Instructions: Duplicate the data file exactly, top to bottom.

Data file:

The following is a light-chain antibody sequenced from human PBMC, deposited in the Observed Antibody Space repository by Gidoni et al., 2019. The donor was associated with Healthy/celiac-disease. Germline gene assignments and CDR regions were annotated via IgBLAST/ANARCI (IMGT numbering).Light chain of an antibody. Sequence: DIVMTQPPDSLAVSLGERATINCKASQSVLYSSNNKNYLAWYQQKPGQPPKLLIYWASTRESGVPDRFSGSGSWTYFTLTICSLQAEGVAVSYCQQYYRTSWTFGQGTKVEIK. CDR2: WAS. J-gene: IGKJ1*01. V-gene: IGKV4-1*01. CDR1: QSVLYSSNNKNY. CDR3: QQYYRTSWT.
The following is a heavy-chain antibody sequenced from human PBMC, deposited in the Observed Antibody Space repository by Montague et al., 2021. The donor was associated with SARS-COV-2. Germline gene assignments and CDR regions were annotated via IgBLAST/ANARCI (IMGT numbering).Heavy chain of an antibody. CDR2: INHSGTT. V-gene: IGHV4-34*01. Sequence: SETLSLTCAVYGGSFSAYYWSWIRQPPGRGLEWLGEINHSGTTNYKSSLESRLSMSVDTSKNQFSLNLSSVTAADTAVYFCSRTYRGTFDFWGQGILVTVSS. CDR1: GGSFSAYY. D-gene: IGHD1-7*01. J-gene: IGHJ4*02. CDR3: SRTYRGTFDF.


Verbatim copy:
The following is a light-chain antibody sequenced from human PBMC, deposited in the Observed Antibody Space repository by Gidoni et al., 2019. The donor was associated with Healthy/celiac-disease. Germline gene assignments and CDR regions were annotated via IgBLAST/ANARCI (IMGT numbering).Light chain of an antibody. Sequence: DIVMTQPPDSLAVSLGERATINCKASQSVLYSSNNKNYLAWYQQKPGQPPKLLIYWASTRESGVPDRFSGSGSWTYFTLTICSLQAEGVAVSYCQQYYRTSWTFGQGTKVEIK. CDR2: WAS. J-gene: IGKJ1*01. V-gene: IGKV4-1*01. CDR1: QSVLYSSNNKNY. CDR3: QQYYRTSWT.
The following is a heavy-chain antibody sequenced from human PBMC, deposited in the Observed Antibody Space repository by Montague et al., 2021. The donor was associated with SARS-COV-2. Germline gene assignments and CDR regions were annotated via IgBLAST/ANARCI (IMGT numbering).Heavy chain of an antibody. CDR2: INHSGTT. V-gene: IGHV4-34*01. Sequence: SETLSLTCAVYGGSFSAYYWSWIRQPPGRGLEWLGEINHSGTTNYKSSLESRLSMSVDTSKNQFSLNLSSVTAADTAVYFCSRTYRGTFDFWGQGILVTVSS. CDR1: GGSFSAYY. D-gene: IGHD1-7*01. J-gene: IGHJ4*02. CDR3: SRTYRGTFDF.